Eurovision’s brief Pacific past

As Eurovision mania hits again in a flash of pyrotechnics, dramatic key changes and bedazzled costumes, Australia’s entry by Kate Miller-Heidke, marks the fifth year of Australia’s antipodean inclusion in the competition. Eurovision has a history of challenging the traditionally ascribed continental geo-cultural boundaries that the ‘euro’ infers – from Morocco’s 1980 appearance with Bitaqat Hub, the first Arabic song, to the 2019 competition currently underway in Israel. Despite themselves having a history of crossing physical and cultural boundaries, many Islanders are unaware of the two times the Pacific was featured in the competition.


Jean Gabilou’s 1981 entry to Eurovision, a whimsical song in French of an old man singing in the future from a distant planet, placed third in the competition. Born and raised in Tahiti, his selection to represent France was the first time a singer from a French overseas territory represented the country at Eurovision – coming also at a time of shifting politics in French Polynesia, with the development of increasing autonomy, and controversial nuclear testing in the Tuamotu.

Gabilou’s musical repertoire lives on well before and beyond his singular performance at the competition. Debuting as a singer in the 1960’s, he performed at a number of bars, and hotels, going on to forge a career of over half a century, bringing Tahitian melodic presences to a global audience. His earliest recording success was with Petite île sacrée released in 1968, which sold over 54,000 copies. Following Eurovision, Gabilou toured the Pacific region performing across Australia, Japan and New Zealand. Following a brief loss of his voice in 1995, he returned to singing, producing a number of collaborative albums. His classic 2001 song Fakateretere was an instant success and is considered a Pacific wide classic.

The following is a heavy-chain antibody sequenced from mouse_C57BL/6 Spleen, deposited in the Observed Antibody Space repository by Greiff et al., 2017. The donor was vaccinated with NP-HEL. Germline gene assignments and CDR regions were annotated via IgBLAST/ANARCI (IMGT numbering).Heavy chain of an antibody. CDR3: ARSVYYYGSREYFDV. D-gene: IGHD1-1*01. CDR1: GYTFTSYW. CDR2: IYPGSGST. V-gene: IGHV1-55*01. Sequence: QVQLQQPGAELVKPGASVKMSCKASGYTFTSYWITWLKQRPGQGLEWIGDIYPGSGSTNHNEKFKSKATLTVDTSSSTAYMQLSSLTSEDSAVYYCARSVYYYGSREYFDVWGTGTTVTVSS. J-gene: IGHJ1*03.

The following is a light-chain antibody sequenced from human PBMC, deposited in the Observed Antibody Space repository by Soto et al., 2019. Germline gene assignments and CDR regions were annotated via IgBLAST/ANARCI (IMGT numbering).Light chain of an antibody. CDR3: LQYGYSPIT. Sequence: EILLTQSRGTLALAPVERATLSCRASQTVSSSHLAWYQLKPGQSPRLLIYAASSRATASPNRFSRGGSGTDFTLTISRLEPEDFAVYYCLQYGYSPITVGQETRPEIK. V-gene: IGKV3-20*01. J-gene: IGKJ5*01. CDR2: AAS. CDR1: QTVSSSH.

La Coco-Dance

Monaco’s electic selection in 2006, la Coco-dance by French singer Séverine Ferrer marked the only occasion in which reo māꞌohi, sung in the chorus, was used in the competition. Written by J. Woodfeel and Iren Bo, the lyrics of La Coco-dance, sung primarily in French, are an invitation and instruction to dance, before descending into a chorus of interspersed reo māꞌohi indicating the tāmūrē (dance), is a ‘coco-dance’.

While neither of Monegasque or Tahitian ancestry, Séverine Ferrer’s choice of song drew on her time as a youth on La Réunion, a French overseas collectivity in the Indian Ocean – a link tenuous enough to be criticised by some. The song had a strongly sexually suggestive undertones. Ferrer, wearing a tight multi-coloured dress, is joined onstage by five dancers wearing grass skirts attempting to perform a hybridised tāmūrē-esque dance, against an aural backdrop of male back-up dancers in harem pants shouting ‘ra tohara ori i te’ (join us in our dance). The song is choreographed by French Bruno Vandelli, and does feature Tahitian professional dancer Vanessa Roche. The performance probably induced cringes for those familiar with Pacific dance forms, so it was probably for the best that the song failed to make it past the semi finals, and was Monaco’s last participation in Eurovision to date.

The footprint of Francophone singers in the competition marks both the historical and continued reality of France’s global presence in the Indo-Pacific. Both songs reveal, though cultural appropriation and settler notions of belonging, a reflection of France’s hegemonic colonial presence in French Polynesia – ironically covering an area larger than Western Europe itself (local airline Air Tahiti boasts servicing ‘a network as wide as Europe’).

While Eurovision has managed to feature Tahitians twice over the years, there is still hope for more Pacific singers in the future. With the announcement of an upcoming Eurovision Asia Song Contest to be held on the Gold Coast in Australia, we may see the likes of New Zealand and Vanuatu singing alongside competitors from the United Arab Emirates and China. And as one Eurovision Asia blogger highlighted, this competition might even include French Polynesia competing as a separate competitor, beyond the shadows of France.

Mitiana Arbon is a doctoral candidate in Pacific Studies at the Australian National University and an editor of The New Outrigger.

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